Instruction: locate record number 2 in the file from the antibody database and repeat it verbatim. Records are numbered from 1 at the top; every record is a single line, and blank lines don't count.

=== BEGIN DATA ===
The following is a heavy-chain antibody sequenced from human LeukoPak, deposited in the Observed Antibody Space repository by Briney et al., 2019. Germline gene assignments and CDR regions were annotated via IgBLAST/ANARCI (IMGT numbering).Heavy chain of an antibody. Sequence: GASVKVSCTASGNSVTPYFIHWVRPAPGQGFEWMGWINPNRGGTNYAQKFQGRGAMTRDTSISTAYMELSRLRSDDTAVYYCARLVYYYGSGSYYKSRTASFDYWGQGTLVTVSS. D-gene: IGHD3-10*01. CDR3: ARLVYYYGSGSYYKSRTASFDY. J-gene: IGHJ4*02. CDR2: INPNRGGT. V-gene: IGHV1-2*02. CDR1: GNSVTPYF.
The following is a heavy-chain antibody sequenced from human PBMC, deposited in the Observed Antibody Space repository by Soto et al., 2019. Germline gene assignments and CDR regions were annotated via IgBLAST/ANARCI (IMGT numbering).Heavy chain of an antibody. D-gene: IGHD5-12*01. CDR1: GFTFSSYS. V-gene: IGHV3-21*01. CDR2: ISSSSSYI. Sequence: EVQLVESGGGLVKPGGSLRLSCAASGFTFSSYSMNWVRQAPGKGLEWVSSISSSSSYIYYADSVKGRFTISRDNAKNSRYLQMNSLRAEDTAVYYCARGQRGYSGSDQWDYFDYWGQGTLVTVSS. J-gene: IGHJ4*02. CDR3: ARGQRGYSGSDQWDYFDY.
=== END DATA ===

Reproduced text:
The following is a heavy-chain antibody sequenced from human PBMC, deposited in the Observed Antibody Space repository by Soto et al., 2019. Germline gene assignments and CDR regions were annotated via IgBLAST/ANARCI (IMGT numbering).Heavy chain of an antibody. D-gene: IGHD5-12*01. CDR1: GFTFSSYS. V-gene: IGHV3-21*01. CDR2: ISSSSSYI. Sequence: EVQLVESGGGLVKPGGSLRLSCAASGFTFSSYSMNWVRQAPGKGLEWVSSISSSSSYIYYADSVKGRFTISRDNAKNSRYLQMNSLRAEDTAVYYCARGQRGYSGSDQWDYFDYWGQGTLVTVSS. J-gene: IGHJ4*02. CDR3: ARGQRGYSGSDQWDYFDY.